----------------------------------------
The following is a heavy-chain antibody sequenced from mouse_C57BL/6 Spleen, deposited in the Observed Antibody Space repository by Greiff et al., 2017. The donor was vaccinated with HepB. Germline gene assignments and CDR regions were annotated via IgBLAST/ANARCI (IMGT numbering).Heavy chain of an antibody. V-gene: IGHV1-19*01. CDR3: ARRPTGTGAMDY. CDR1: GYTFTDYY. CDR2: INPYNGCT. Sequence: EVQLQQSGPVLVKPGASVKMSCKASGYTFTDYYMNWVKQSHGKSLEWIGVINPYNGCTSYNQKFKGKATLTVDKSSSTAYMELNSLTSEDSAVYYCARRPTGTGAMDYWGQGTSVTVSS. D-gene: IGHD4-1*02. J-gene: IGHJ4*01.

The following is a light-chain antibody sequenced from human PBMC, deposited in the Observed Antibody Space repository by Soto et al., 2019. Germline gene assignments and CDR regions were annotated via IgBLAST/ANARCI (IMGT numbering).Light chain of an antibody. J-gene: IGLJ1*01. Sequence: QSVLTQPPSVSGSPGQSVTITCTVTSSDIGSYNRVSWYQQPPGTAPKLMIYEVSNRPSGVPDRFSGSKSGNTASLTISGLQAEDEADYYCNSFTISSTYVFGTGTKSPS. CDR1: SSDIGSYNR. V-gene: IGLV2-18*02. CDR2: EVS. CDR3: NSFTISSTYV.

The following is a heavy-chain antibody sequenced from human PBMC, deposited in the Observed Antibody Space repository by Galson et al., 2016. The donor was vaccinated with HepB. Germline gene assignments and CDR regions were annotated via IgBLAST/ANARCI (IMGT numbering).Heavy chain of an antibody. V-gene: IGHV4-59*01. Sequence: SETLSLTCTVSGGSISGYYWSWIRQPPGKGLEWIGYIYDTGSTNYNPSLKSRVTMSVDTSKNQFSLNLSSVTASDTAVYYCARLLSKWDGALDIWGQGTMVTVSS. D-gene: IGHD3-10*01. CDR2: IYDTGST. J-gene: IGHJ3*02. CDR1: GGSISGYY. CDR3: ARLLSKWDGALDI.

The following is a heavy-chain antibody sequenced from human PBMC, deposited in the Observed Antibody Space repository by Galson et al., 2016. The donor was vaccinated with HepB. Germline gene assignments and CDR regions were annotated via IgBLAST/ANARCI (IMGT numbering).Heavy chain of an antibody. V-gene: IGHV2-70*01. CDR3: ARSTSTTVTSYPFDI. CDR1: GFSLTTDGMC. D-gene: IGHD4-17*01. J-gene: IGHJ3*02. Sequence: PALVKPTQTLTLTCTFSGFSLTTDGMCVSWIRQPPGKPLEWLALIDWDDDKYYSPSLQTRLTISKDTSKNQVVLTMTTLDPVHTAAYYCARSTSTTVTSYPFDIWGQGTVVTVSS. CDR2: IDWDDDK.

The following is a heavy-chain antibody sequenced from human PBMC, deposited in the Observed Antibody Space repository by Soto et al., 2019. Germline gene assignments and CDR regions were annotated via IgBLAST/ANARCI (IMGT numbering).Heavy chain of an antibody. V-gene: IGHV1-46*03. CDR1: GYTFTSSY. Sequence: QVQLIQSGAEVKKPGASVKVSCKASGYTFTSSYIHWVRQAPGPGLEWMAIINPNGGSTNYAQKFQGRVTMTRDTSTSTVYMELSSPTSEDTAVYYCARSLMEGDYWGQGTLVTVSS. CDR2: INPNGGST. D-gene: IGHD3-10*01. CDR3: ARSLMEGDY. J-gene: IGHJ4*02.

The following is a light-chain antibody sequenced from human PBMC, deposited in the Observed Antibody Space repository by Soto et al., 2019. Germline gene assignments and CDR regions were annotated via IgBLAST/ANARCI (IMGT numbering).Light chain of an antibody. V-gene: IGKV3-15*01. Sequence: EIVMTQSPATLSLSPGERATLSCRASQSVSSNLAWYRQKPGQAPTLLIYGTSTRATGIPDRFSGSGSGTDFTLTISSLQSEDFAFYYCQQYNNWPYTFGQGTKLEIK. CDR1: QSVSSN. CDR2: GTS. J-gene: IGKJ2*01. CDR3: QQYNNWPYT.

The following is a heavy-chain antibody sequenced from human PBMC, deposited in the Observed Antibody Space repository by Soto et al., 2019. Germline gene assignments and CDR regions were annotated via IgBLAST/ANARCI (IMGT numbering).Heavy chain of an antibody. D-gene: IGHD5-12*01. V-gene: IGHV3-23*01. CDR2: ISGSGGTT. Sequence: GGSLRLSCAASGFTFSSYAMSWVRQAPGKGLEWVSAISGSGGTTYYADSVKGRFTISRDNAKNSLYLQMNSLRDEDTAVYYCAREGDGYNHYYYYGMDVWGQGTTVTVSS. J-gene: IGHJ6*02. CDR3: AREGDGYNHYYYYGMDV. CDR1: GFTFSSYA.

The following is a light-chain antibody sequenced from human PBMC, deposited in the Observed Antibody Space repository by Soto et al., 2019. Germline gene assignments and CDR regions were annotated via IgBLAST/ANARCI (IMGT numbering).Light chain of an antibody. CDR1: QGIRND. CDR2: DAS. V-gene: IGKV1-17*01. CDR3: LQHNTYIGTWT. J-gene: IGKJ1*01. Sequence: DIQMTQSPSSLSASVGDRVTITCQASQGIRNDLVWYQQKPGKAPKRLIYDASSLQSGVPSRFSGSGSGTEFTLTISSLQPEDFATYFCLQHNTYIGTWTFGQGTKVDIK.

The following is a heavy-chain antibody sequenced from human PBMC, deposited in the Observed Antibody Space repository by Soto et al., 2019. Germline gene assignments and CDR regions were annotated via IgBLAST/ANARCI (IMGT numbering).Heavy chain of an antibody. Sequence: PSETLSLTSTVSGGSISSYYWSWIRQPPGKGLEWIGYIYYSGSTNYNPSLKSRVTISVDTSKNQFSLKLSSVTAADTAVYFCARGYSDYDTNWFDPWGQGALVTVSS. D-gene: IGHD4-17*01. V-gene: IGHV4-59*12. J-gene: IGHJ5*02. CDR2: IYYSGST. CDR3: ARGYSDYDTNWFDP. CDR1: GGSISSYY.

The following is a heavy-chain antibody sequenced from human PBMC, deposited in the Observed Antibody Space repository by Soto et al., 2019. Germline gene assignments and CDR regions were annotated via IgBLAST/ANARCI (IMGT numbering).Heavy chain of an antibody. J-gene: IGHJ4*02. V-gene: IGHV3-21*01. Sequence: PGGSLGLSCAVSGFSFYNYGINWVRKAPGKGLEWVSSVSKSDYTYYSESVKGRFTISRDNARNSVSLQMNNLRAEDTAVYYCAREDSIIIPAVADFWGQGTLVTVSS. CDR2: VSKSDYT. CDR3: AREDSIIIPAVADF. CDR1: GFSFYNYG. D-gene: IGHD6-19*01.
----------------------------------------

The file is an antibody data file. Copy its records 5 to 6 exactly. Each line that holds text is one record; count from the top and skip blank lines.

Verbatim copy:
The following is a heavy-chain antibody sequenced from human PBMC, deposited in the Observed Antibody Space repository by Soto et al., 2019. Germline gene assignments and CDR regions were annotated via IgBLAST/ANARCI (IMGT numbering).Heavy chain of an antibody. V-gene: IGHV1-46*03. CDR1: GYTFTSSY. Sequence: QVQLIQSGAEVKKPGASVKVSCKASGYTFTSSYIHWVRQAPGPGLEWMAIINPNGGSTNYAQKFQGRVTMTRDTSTSTVYMELSSPTSEDTAVYYCARSLMEGDYWGQGTLVTVSS. CDR2: INPNGGST. D-gene: IGHD3-10*01. CDR3: ARSLMEGDY. J-gene: IGHJ4*02.

The following is a light-chain antibody sequenced from human PBMC, deposited in the Observed Antibody Space repository by Soto et al., 2019. Germline gene assignments and CDR regions were annotated via IgBLAST/ANARCI (IMGT numbering).Light chain of an antibody. V-gene: IGKV3-15*01. Sequence: EIVMTQSPATLSLSPGERATLSCRASQSVSSNLAWYRQKPGQAPTLLIYGTSTRATGIPDRFSGSGSGTDFTLTISSLQSEDFAFYYCQQYNNWPYTFGQGTKLEIK. CDR1: QSVSSN. CDR2: GTS. J-gene: IGKJ2*01. CDR3: QQYNNWPYT.